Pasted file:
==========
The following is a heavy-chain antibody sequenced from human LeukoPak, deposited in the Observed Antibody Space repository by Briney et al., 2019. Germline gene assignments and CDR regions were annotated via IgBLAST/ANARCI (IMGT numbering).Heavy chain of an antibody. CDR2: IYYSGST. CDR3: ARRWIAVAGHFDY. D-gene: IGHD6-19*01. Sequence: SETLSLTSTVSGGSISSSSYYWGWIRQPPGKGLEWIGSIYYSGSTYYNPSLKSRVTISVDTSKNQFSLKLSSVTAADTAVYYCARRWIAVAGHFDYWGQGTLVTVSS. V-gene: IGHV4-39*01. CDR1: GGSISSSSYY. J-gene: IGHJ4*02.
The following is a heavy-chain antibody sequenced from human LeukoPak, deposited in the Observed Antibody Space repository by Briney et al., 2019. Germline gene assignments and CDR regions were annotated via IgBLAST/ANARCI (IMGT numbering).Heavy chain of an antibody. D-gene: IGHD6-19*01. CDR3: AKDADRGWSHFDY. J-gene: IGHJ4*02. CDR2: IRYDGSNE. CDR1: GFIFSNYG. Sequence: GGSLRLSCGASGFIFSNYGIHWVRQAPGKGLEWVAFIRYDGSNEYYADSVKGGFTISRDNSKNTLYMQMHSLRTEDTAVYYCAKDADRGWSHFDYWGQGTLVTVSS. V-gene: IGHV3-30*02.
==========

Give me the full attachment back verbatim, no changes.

The following is a heavy-chain antibody sequenced from human LeukoPak, deposited in the Observed Antibody Space repository by Briney et al., 2019. Germline gene assignments and CDR regions were annotated via IgBLAST/ANARCI (IMGT numbering).Heavy chain of an antibody. CDR2: IYYSGST. CDR3: ARRWIAVAGHFDY. D-gene: IGHD6-19*01. Sequence: SETLSLTSTVSGGSISSSSYYWGWIRQPPGKGLEWIGSIYYSGSTYYNPSLKSRVTISVDTSKNQFSLKLSSVTAADTAVYYCARRWIAVAGHFDYWGQGTLVTVSS. V-gene: IGHV4-39*01. CDR1: GGSISSSSYY. J-gene: IGHJ4*02.
The following is a heavy-chain antibody sequenced from human LeukoPak, deposited in the Observed Antibody Space repository by Briney et al., 2019. Germline gene assignments and CDR regions were annotated via IgBLAST/ANARCI (IMGT numbering).Heavy chain of an antibody. D-gene: IGHD6-19*01. CDR3: AKDADRGWSHFDY. J-gene: IGHJ4*02. CDR2: IRYDGSNE. CDR1: GFIFSNYG. Sequence: GGSLRLSCGASGFIFSNYGIHWVRQAPGKGLEWVAFIRYDGSNEYYADSVKGGFTISRDNSKNTLYMQMHSLRTEDTAVYYCAKDADRGWSHFDYWGQGTLVTVSS. V-gene: IGHV3-30*02.